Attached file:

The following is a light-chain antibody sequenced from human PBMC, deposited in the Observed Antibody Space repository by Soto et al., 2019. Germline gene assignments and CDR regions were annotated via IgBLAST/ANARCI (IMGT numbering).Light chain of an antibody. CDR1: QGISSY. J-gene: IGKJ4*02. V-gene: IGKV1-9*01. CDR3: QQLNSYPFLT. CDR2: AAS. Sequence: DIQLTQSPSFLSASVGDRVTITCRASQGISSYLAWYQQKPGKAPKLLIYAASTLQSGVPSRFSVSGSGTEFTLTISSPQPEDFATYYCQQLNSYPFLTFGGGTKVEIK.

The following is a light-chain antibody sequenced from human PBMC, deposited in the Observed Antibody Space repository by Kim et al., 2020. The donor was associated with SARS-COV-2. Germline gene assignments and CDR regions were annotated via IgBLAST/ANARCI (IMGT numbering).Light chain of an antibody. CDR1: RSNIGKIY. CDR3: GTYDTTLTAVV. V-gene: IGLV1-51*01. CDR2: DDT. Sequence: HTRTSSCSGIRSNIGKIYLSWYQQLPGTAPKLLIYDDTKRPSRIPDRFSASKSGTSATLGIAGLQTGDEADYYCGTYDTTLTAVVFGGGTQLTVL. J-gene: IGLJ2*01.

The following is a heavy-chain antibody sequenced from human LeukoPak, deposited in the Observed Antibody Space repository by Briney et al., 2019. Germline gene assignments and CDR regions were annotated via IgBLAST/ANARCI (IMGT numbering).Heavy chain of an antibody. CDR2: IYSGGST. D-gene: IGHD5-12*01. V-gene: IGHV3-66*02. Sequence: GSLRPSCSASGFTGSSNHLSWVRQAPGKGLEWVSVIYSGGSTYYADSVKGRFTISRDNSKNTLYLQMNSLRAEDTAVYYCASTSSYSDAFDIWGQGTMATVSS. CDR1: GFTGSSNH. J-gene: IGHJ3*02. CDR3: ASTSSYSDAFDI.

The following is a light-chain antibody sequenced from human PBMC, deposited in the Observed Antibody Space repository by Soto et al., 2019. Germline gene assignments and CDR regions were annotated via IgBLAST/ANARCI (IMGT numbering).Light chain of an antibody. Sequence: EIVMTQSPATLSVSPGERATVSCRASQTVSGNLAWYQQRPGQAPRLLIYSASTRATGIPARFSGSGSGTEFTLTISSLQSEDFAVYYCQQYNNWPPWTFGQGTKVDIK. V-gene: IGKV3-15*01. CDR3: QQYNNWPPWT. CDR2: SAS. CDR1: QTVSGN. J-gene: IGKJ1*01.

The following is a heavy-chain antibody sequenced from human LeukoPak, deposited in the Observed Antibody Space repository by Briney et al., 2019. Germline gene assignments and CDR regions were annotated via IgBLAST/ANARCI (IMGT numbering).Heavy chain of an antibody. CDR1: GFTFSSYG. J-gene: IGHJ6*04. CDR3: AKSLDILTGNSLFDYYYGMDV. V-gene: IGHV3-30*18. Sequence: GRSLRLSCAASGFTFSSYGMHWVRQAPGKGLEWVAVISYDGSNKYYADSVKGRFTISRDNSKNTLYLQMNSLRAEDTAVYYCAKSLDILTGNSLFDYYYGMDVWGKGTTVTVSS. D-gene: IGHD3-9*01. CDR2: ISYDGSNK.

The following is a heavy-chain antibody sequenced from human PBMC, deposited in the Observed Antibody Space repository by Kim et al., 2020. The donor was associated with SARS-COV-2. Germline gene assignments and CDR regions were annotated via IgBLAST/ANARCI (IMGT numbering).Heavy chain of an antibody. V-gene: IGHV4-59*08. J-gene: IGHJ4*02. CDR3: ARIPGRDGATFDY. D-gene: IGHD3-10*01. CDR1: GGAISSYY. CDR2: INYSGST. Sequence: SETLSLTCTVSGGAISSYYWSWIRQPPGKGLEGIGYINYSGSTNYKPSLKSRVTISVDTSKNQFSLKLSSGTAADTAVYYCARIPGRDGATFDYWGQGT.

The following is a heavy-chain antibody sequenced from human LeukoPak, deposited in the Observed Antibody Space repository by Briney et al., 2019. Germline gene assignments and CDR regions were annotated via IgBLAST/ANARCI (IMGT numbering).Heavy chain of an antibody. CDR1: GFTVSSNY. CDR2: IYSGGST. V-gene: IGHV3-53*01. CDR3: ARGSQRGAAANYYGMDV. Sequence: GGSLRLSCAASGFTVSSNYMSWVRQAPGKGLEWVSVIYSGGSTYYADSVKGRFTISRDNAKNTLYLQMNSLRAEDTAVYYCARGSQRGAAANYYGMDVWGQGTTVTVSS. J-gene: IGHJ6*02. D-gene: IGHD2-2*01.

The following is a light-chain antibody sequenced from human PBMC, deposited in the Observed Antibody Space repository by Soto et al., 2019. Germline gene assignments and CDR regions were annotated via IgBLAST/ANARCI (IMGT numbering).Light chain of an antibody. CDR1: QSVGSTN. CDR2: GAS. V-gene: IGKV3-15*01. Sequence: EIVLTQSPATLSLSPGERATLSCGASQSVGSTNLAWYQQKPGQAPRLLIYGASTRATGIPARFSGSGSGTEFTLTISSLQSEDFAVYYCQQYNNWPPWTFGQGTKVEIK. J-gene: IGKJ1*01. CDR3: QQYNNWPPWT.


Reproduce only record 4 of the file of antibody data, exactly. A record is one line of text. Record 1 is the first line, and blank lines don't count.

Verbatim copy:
The following is a light-chain antibody sequenced from human PBMC, deposited in the Observed Antibody Space repository by Soto et al., 2019. Germline gene assignments and CDR regions were annotated via IgBLAST/ANARCI (IMGT numbering).Light chain of an antibody. Sequence: EIVMTQSPATLSVSPGERATVSCRASQTVSGNLAWYQQRPGQAPRLLIYSASTRATGIPARFSGSGSGTEFTLTISSLQSEDFAVYYCQQYNNWPPWTFGQGTKVDIK. V-gene: IGKV3-15*01. CDR3: QQYNNWPPWT. CDR2: SAS. CDR1: QTVSGN. J-gene: IGKJ1*01.